CDS says BT has been cherry picking in Devon and Somerset
The latest instalment in the BDUK/BT/Digital Britain soap opera took place in Westminster on 3rd February with a Culture, Media and Sport Committee meeting.
The meetings are useful as they provide an insight into the otherwise closed world of what goes on, and this meeting initially looked at the potential of wireless and satellite broadband, with one person giving evidence saying that because gaming traffic only represents 3% of traffic over their satellite network - thus latency is not much of an issue. Now we are pretty sure that nationally a lot more than 3% of people take part in online gaming and the majority of this is latency sensitive, rather than turn based role play stuff. Satellite connections will never see much traffic from Call of Duty etc because people try it once and find out that it simply is not worth playing.
Of much more interest to broadband campaigners and other councils too will be the second part of the session when Keri Denton, the Head of Economy and Enterprise joined others from West Yorkshire and central London to give evidence.
Devon and Somerset rejected the phase II contract from BT (apparently because the combined result would not be 95% superfast in either Devon or Somerset) and is moving towards awarding new contracts some time later in 2016, but there was some very revealing comments on the phase 1 BT contract. The Devon and Somerset councils apparently wanted an outside in approach, ie. start at the hardest to reach areas and work the way inwards, in the hope that this would then stimulate the existing providers to extend their commercial footprint to meet half way. Or in other words, start with the lone properties, work your way up to the hamlets and then the villages, rather than the usual BT approach of expanding outwards from the existing footprint. If you want to listen and watch for yourself this part of the session starts at 15:34:40 on the video.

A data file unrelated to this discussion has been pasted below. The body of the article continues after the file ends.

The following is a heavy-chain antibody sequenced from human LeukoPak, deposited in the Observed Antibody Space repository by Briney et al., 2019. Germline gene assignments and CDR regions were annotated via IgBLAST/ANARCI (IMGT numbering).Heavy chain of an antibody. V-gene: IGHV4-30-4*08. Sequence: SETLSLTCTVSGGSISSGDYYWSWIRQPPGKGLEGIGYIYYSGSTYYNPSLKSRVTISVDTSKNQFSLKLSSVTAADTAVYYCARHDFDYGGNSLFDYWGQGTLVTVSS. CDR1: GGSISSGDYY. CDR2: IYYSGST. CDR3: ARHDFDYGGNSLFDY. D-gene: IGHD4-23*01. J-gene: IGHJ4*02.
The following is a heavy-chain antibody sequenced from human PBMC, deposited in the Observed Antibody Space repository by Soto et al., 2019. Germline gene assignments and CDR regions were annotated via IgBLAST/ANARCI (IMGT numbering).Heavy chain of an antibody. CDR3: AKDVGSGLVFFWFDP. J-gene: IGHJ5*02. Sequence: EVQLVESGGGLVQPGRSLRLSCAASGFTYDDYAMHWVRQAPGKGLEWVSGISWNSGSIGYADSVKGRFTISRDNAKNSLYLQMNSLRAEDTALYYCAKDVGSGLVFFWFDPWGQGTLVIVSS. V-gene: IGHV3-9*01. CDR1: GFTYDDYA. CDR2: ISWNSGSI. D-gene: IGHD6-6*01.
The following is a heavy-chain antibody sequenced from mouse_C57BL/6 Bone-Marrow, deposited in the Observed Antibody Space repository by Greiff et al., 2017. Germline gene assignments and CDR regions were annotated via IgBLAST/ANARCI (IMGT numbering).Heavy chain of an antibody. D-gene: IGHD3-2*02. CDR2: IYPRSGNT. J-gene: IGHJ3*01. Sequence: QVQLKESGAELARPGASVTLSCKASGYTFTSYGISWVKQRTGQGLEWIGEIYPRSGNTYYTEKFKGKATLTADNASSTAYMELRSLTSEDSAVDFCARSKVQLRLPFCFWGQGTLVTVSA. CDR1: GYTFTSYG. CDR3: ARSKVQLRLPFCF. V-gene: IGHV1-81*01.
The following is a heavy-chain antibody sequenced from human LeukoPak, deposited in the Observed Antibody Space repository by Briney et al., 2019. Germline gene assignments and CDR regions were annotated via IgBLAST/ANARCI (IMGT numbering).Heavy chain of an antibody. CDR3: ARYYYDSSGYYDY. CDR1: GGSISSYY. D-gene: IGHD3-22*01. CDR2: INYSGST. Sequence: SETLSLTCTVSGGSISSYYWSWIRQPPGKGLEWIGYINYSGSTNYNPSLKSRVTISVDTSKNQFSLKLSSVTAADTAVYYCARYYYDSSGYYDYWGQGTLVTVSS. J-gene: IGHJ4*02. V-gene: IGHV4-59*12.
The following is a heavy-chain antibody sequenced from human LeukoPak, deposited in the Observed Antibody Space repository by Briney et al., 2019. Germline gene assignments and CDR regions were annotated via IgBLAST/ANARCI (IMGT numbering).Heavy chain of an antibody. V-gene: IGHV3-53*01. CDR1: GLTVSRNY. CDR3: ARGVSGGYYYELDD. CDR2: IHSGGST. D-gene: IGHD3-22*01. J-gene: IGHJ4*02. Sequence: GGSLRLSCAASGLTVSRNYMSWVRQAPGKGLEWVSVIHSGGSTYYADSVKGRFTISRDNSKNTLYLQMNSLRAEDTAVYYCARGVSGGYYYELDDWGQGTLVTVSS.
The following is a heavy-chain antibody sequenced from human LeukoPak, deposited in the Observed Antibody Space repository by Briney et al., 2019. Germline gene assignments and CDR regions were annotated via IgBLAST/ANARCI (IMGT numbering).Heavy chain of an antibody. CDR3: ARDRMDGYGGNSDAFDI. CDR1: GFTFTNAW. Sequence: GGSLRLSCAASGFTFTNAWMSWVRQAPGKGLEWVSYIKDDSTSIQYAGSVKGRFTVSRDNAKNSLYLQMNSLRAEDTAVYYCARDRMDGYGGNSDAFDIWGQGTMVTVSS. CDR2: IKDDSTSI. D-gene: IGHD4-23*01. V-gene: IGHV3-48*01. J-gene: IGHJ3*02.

The problem with the outside in approach has always been you may find that the sum of money rather than covering 30% of the easier to reach premises only covers 5% of the hardest premises and this is highlighted when Keri Denton mentioned issues with how the BDUK has a general focus on homes passed, meaning that their do the hardest first approach was going to be problematic from day 1 and even if it was not BT who had the contract the pressure from Westminster to get coverage levels up as fast as possible would still apply.
Issues around councils not knowing what will be delivered and when they can announce if and when it is coming to an area featured as usual, but when we see some councils giving roll-out information a year in advance one has to ask how were some councils able to get this information when others could not. Also on issues of homes passed and cabinets not covering everyone with superfast, this has been known from day one when VDSL2 was clearly going to be used to meet the pace of roll-out, and is not unlike issues that would have arisen with a fixed wireless roll-out of the same scale. There is a solution BT are using, and it costs more per premise and that for areas where VDSL2 does not deliver to the contract target to over build with FTTP for the affected premises and several project areas are doing this, but again only once the easy quick stuff has been done.
Perhaps the issue is less about what the bad BT are doing or have done, but more about the politics of the situation and that councils want more support from BDUK which should have the ability to provide coverage models and show councils what could be expected if different priorities and technical solutions were used. Alas the pace of the roll-outs and pressure to deliver things quickly has often meant that rather than spending a few years planning, figuring out precise priorities for individual businesses and villages (that may often not be readily known by any communications provider) has meant that things are happening at a pace where by the time lessons have been learnt, the pilots projects are over and the next phase are under way and the next contract is already signed.
If we want to stick it to BT as a set of people and councils, then oddly the easiest way is to all buy the services that are available (from as wide a range of providers as possible too) and ensure the claw back phases kick in and money comes back to either push the roll-outs further or eventually return to council and Westminster budgets.